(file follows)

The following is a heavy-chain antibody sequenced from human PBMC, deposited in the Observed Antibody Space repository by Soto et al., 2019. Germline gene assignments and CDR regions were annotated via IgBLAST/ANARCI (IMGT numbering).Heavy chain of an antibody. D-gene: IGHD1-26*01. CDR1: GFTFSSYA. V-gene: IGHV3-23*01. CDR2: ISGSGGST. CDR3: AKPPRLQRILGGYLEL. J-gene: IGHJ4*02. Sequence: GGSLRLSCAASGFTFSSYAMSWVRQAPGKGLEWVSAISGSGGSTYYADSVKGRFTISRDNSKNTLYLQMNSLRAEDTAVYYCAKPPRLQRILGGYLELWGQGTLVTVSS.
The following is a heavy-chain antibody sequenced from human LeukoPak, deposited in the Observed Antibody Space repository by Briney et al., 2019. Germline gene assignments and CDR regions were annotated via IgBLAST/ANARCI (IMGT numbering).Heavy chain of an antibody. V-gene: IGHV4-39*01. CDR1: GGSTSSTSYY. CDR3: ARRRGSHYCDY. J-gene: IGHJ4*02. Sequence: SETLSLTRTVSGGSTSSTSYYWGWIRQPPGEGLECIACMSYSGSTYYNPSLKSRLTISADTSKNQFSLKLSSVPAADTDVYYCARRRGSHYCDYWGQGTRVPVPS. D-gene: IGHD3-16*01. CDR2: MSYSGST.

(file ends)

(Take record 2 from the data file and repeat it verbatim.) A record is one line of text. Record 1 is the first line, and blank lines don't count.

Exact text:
The following is a heavy-chain antibody sequenced from human LeukoPak, deposited in the Observed Antibody Space repository by Briney et al., 2019. Germline gene assignments and CDR regions were annotated via IgBLAST/ANARCI (IMGT numbering).Heavy chain of an antibody. V-gene: IGHV4-39*01. CDR1: GGSTSSTSYY. CDR3: ARRRGSHYCDY. J-gene: IGHJ4*02. Sequence: SETLSLTRTVSGGSTSSTSYYWGWIRQPPGEGLECIACMSYSGSTYYNPSLKSRLTISADTSKNQFSLKLSSVPAADTDVYYCARRRGSHYCDYWGQGTRVPVPS. D-gene: IGHD3-16*01. CDR2: MSYSGST.